Directed by Taika Waititi (Hunt for the Wilderpeople; What We Do in the Shadows) and starring Roman Griffin Davis (his first screen role), Thomasin McKenzie (True History of the Kelly Gang; The Changeover; The Hobbit: The Battle of the Five Armies), Scarlett Johansson (Her; Lost in Translation; Marriage Story; Captain Marvel; Iron Man 2; We Bought a Zoo; Vicky Cristina Barcelona), Sam Rockwell (Vice; Three Billboards Outside Ebbing, Missouri; Seven Psychopaths; Cowboys & Aliens) and Rebel Wilson (Pitch Perfect; Bridesmaids; The Hustle; Night at the Museum: Secret of the Tomb).

Black comedy; 108 mins; 12+

Set in WWII in Germany, the storyline follows 10 year-old Jojo (Roman Griffin Davis) who has enlisted with his friends in Hitler's youth army. He is influenced by the swathe of nationalism sweeping the country and wants to fit in, as do many others, including his troop commander Captain Klenzendorf (Sam Rockwell) and Fraulein Rahm (Rebel Wilson).

He lives with his mother Rosie (Scarlett Johansson) and discovers that she had been hiding a young Jewish girl, Elsa (Thomasin McKenzie), in her attic. Until then, he had thought that his mother was very patriotic and nationalistic.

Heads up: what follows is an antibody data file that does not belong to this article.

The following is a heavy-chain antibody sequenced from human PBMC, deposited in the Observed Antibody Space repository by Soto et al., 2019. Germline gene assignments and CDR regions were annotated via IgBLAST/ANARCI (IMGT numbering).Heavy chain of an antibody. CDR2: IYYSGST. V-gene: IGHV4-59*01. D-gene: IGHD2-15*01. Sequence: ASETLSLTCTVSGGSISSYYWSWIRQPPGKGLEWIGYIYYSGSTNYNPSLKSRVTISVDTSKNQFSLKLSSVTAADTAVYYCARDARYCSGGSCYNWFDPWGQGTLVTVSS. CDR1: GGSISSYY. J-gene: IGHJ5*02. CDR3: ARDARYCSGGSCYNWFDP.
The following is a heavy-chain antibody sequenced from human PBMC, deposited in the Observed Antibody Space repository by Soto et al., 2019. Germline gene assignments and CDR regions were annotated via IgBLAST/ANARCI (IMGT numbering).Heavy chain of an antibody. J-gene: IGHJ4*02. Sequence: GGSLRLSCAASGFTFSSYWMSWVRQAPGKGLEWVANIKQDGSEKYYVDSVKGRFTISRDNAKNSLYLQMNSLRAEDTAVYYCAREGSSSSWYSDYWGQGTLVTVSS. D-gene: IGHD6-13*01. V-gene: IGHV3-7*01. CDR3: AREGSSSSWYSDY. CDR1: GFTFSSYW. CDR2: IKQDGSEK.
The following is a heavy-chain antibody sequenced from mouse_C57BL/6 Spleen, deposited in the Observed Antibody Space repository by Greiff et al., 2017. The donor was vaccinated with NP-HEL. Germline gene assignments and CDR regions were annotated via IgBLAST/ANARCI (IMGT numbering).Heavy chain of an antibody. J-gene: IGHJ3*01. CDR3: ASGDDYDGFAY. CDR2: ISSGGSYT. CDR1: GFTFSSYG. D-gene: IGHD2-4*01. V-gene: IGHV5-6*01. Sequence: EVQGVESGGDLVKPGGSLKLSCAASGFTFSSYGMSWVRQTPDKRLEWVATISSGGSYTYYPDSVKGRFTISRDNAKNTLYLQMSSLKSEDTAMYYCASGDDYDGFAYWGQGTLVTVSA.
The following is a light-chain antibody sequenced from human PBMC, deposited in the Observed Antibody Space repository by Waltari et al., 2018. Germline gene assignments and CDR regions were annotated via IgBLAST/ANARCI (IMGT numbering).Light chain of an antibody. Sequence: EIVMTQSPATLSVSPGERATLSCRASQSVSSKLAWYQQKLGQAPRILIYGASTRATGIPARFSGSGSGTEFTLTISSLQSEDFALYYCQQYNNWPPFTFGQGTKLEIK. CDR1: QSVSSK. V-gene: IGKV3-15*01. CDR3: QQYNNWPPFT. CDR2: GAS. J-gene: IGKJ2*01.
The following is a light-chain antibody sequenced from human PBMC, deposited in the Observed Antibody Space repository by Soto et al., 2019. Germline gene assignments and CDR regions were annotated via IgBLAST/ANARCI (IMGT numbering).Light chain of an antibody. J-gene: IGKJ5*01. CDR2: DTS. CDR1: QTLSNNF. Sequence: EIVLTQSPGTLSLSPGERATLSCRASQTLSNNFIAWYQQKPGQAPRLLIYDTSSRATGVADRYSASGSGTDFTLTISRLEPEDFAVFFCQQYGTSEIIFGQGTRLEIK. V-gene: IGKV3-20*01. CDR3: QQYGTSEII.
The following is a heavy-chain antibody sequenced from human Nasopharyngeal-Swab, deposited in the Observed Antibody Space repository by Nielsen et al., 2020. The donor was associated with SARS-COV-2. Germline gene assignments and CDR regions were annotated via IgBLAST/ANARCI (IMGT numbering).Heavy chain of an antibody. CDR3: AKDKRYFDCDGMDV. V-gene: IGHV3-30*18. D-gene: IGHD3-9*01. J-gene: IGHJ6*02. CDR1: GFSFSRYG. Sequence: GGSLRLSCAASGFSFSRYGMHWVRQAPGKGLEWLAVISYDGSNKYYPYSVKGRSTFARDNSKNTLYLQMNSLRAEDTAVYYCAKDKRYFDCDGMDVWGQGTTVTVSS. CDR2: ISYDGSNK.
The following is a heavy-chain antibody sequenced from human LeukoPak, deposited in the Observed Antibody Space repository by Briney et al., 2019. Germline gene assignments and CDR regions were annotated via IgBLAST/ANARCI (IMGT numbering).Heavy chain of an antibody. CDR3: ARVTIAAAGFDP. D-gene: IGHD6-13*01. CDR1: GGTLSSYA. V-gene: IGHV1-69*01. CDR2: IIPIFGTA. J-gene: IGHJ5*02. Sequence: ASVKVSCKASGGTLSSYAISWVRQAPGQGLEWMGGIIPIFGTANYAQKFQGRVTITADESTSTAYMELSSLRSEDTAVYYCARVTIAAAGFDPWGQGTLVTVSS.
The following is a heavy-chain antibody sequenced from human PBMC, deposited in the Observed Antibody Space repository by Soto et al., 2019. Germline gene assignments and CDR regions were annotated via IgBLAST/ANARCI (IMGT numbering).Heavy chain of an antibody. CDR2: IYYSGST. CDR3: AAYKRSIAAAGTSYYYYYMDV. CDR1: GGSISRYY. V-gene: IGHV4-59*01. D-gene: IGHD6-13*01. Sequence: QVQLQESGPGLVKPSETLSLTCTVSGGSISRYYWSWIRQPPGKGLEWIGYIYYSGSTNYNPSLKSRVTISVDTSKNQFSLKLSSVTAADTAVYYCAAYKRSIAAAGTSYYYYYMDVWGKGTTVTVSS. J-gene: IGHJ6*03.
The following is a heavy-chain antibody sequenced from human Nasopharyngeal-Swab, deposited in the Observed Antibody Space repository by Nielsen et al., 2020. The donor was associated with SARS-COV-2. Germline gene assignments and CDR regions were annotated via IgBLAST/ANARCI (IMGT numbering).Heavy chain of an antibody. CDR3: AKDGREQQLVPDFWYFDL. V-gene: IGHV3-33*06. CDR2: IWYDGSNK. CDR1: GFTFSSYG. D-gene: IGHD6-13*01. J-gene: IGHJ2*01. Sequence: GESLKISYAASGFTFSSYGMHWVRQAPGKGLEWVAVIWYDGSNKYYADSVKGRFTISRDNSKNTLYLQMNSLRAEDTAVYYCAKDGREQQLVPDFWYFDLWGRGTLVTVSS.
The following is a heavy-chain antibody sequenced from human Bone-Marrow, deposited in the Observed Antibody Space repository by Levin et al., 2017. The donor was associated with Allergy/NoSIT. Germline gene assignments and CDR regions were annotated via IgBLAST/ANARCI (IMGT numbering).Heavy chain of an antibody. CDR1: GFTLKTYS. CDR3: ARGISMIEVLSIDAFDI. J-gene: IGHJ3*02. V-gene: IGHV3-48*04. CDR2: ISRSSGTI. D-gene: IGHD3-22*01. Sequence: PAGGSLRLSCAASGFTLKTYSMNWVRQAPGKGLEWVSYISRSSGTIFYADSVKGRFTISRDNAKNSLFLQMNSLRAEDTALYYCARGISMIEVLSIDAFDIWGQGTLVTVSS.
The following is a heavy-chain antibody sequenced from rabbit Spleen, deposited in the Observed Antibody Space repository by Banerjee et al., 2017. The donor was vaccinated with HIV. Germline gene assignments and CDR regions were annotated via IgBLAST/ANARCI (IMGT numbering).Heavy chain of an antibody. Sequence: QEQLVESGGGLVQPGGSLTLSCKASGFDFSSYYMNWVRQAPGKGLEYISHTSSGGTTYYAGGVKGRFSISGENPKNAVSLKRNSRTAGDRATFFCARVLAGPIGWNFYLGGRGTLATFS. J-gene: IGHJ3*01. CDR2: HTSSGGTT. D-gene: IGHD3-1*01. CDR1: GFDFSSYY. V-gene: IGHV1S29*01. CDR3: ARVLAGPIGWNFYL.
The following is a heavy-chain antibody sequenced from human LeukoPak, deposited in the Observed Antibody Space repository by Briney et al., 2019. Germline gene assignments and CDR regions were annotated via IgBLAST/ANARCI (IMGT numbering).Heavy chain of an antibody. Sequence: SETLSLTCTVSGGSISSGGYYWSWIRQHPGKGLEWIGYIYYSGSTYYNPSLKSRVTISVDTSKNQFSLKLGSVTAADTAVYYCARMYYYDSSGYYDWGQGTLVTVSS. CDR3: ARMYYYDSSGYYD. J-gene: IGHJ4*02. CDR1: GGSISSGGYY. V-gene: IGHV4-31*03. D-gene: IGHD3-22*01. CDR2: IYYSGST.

Amongst all this, Jojo has a toy rabbit and an imaginary friend, Adolf Hitler (Taika Waititi)...

Following on from his superb Hunt for the Wilderpeople (if you haven't seen it yet, please do so), this is a wonderful satire on following the status quo and "not seeing the wood for the trees". Lots of subliminal messaging throughout, and particularly towards the end when many characters' true colours are revealed. All is not what it seems, but it is up to Jojo, with some help from his friends and from Elsa, to try and make sense of the madness. His heart and his mind play conflicting scenarios.

Original, emotion-inducing and thought-provoking, with great acting throughout. Don't let a fear/loathing of Hitler and his ideals put you off seeing this. The messages are as true today as they were in the 1940s.